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HISON  June 2013

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Subject:

CfP: Conference in Cambridge - Merchants of Innovation. The languages of traders

From:

Stephan Elspaß <[log in to unmask]>

Reply-To:

Stephan Elspaß <[log in to unmask]>

Date:

Mon, 3 Jun 2013 10:55:05 +0200

Content-Type:

multipart/mixed

Parts/Attachments:

Parts/Attachments

text/plain (73 lines) , AimsandObjectives.pdf (73 lines)

Dear all,

Here is a CfP that will certainly be of interest for various HiSoN people.

Best,

Stephan




Call for papers

Merchants of Innovation. The languages of traders
St John's College, University of Cambridge, 7th-8th April 2014

Organisers: Esther-Miriam Wagner (T-S Genizah Research Unit, University of
Cambridge) and Bettina Beinhoff (Anglia Ruskin University)

Traders around the world are known to use particular spoken argots. This
arises out of a need to develop coded or secret language to disguise the
specialised knowledge employed in their trade, and also marks them out as a
separate social group. Similarly, the written language used in their
correspondence differs from that used in official, legal or private
writing. There appears to be a cross-linguistic tendency that merchant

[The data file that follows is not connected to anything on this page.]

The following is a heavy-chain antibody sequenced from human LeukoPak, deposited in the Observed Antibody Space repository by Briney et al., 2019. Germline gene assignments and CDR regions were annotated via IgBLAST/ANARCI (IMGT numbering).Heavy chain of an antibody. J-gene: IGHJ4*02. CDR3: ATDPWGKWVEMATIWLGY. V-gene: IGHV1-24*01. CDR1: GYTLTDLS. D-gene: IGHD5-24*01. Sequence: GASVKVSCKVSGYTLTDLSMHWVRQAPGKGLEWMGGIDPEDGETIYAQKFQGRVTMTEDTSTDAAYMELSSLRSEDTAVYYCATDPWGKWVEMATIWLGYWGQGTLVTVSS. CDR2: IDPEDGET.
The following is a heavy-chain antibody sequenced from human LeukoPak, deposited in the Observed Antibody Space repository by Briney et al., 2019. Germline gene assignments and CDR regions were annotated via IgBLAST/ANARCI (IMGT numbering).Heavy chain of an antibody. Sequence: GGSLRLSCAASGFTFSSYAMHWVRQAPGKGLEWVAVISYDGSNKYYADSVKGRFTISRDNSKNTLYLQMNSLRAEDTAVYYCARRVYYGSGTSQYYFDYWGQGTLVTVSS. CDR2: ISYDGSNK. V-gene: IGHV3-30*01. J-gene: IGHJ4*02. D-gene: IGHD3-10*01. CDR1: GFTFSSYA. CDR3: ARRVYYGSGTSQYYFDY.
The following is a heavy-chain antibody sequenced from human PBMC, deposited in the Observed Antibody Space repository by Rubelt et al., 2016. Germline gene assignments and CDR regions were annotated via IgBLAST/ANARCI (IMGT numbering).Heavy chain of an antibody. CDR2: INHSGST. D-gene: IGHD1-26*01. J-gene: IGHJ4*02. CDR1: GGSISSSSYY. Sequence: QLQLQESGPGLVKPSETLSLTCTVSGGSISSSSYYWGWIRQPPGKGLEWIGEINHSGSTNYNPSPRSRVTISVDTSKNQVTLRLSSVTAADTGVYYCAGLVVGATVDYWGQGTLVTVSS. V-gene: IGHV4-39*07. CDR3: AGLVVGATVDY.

writings tend to show more language mixing and code-switching, and they
also exhibit more dialectal forms than other text types.

This interdisciplinary conference will seek to place the languages used by
traders within a wider sociolinguistic context and examine in depth their
effect on standard varieties of a large number of different languages.
Questions to be answered include issues such as: which differences can be
observed in regard to official scribes registers? As Middle class 'low'
varieties show language change in the written medium before the language
changes in the 'higher' varieties, is this an anticipation of forms coming
from spoken language forms that take longer to infiltrate higher registers,
or are they influencing 'higher' language standards by setting linguistic
precedents? What sets traders' letters apart from private correspondence?
The conference will also address bilingualism, for example in the case of
Jewish Yiddish and Arabic speaking merchants, who chose to write Hebrew.
Similarly, semi-bilingualism will be discussed, where authors wrote in
languages they felt most comfortable in the knowledge that the choice of
language did not matter since different languages would be understood by
the reader. The reasons for code-switching and for using particular
languages will be explored. Finally, the writers themselves and their
social environment will be addressed. Who are the protagonists within the
traders' caste which set the standards? Which linguistic differences can be
observed in the language used within particularly tight mercantile groups
and those in a wider business network?

Please see the abstract for further information. Could anyone interested in
attending and presenting a paper please send an abstract to Esther-Miriam
Wagner ([log in to unmask]) by 31st July 2013.


--
Dr Esther-Miriam Wagner
Research Associate Taylor-Schechter Genizah Research Unit
College Research Associate St John's College
University of Cambridge



-- 
Dr Esther-Miriam Wagner
Research Associate Taylor-Schechter Genizah Research Unit
College Research Associate St John's College
University of Cambridge




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